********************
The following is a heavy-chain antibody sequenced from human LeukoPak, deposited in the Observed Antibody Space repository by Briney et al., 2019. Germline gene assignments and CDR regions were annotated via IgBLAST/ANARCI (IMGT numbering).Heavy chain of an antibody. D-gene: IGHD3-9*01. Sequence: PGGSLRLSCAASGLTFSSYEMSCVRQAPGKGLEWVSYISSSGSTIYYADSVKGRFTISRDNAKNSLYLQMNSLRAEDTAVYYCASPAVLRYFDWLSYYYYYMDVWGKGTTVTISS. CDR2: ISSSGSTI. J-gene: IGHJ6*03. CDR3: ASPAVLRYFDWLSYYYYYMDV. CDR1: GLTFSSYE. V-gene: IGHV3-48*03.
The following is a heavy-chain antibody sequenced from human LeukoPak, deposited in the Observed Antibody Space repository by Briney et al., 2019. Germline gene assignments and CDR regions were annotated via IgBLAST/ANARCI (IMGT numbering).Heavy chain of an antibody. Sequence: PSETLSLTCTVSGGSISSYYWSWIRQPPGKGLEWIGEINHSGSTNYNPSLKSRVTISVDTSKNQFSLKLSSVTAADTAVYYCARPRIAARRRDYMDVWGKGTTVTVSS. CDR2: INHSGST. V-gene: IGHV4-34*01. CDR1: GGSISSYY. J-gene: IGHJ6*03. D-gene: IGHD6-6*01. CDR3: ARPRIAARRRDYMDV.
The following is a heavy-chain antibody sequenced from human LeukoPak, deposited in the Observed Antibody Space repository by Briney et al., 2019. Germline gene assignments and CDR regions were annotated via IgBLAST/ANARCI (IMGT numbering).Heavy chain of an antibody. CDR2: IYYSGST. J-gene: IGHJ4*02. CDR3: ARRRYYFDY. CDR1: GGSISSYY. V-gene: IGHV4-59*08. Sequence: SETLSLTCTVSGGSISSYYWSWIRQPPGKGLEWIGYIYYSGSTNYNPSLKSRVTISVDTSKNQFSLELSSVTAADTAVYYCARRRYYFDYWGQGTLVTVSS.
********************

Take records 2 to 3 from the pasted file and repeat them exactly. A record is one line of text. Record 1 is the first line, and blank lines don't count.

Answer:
The following is a heavy-chain antibody sequenced from human LeukoPak, deposited in the Observed Antibody Space repository by Briney et al., 2019. Germline gene assignments and CDR regions were annotated via IgBLAST/ANARCI (IMGT numbering).Heavy chain of an antibody. Sequence: PSETLSLTCTVSGGSISSYYWSWIRQPPGKGLEWIGEINHSGSTNYNPSLKSRVTISVDTSKNQFSLKLSSVTAADTAVYYCARPRIAARRRDYMDVWGKGTTVTVSS. CDR2: INHSGST. V-gene: IGHV4-34*01. CDR1: GGSISSYY. J-gene: IGHJ6*03. D-gene: IGHD6-6*01. CDR3: ARPRIAARRRDYMDV.
The following is a heavy-chain antibody sequenced from human LeukoPak, deposited in the Observed Antibody Space repository by Briney et al., 2019. Germline gene assignments and CDR regions were annotated via IgBLAST/ANARCI (IMGT numbering).Heavy chain of an antibody. CDR2: IYYSGST. J-gene: IGHJ4*02. CDR3: ARRRYYFDY. CDR1: GGSISSYY. V-gene: IGHV4-59*08. Sequence: SETLSLTCTVSGGSISSYYWSWIRQPPGKGLEWIGYIYYSGSTNYNPSLKSRVTISVDTSKNQFSLELSSVTAADTAVYYCARRRYYFDYWGQGTLVTVSS.